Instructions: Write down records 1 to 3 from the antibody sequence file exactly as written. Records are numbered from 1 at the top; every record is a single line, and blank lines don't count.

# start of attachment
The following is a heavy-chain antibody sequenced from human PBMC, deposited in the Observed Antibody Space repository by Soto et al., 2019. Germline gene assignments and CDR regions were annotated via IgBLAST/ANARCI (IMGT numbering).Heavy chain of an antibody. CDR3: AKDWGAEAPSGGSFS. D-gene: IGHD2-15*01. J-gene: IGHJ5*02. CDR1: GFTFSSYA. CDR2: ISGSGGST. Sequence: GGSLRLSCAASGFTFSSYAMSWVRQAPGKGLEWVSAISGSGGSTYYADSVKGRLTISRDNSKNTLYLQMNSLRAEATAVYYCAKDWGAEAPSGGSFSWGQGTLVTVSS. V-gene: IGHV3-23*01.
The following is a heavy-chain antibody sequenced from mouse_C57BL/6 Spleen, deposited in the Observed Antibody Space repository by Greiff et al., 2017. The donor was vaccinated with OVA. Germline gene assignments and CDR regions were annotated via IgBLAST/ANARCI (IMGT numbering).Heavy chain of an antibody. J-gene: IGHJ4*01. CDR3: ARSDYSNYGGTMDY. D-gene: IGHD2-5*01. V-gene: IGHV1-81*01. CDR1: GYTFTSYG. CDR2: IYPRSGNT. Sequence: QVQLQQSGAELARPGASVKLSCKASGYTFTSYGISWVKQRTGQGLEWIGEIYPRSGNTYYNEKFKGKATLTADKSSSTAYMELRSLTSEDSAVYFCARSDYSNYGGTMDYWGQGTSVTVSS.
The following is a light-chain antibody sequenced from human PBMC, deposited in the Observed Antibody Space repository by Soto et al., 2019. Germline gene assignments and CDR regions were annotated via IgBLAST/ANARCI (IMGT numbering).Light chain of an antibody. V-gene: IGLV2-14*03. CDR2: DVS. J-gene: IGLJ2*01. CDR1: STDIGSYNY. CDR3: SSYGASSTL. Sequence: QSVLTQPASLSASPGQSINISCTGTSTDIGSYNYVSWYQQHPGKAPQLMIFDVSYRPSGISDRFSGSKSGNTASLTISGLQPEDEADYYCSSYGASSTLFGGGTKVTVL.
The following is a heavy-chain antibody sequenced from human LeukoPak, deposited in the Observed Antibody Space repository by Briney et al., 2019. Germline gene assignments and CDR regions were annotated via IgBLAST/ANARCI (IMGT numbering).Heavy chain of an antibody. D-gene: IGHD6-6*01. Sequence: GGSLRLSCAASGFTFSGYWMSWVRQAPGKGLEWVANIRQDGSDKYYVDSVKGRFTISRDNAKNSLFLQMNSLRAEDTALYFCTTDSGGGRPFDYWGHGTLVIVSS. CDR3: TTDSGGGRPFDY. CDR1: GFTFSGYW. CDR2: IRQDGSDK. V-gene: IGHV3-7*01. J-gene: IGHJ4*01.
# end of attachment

The following is a heavy-chain antibody sequenced from human PBMC, deposited in the Observed Antibody Space repository by Soto et al., 2019. Germline gene assignments and CDR regions were annotated via IgBLAST/ANARCI (IMGT numbering).Heavy chain of an antibody. CDR3: AKDWGAEAPSGGSFS. D-gene: IGHD2-15*01. J-gene: IGHJ5*02. CDR1: GFTFSSYA. CDR2: ISGSGGST. Sequence: GGSLRLSCAASGFTFSSYAMSWVRQAPGKGLEWVSAISGSGGSTYYADSVKGRLTISRDNSKNTLYLQMNSLRAEATAVYYCAKDWGAEAPSGGSFSWGQGTLVTVSS. V-gene: IGHV3-23*01.
The following is a heavy-chain antibody sequenced from mouse_C57BL/6 Spleen, deposited in the Observed Antibody Space repository by Greiff et al., 2017. The donor was vaccinated with OVA. Germline gene assignments and CDR regions were annotated via IgBLAST/ANARCI (IMGT numbering).Heavy chain of an antibody. J-gene: IGHJ4*01. CDR3: ARSDYSNYGGTMDY. D-gene: IGHD2-5*01. V-gene: IGHV1-81*01. CDR1: GYTFTSYG. CDR2: IYPRSGNT. Sequence: QVQLQQSGAELARPGASVKLSCKASGYTFTSYGISWVKQRTGQGLEWIGEIYPRSGNTYYNEKFKGKATLTADKSSSTAYMELRSLTSEDSAVYFCARSDYSNYGGTMDYWGQGTSVTVSS.
The following is a light-chain antibody sequenced from human PBMC, deposited in the Observed Antibody Space repository by Soto et al., 2019. Germline gene assignments and CDR regions were annotated via IgBLAST/ANARCI (IMGT numbering).Light chain of an antibody. V-gene: IGLV2-14*03. CDR2: DVS. J-gene: IGLJ2*01. CDR1: STDIGSYNY. CDR3: SSYGASSTL. Sequence: QSVLTQPASLSASPGQSINISCTGTSTDIGSYNYVSWYQQHPGKAPQLMIFDVSYRPSGISDRFSGSKSGNTASLTISGLQPEDEADYYCSSYGASSTLFGGGTKVTVL.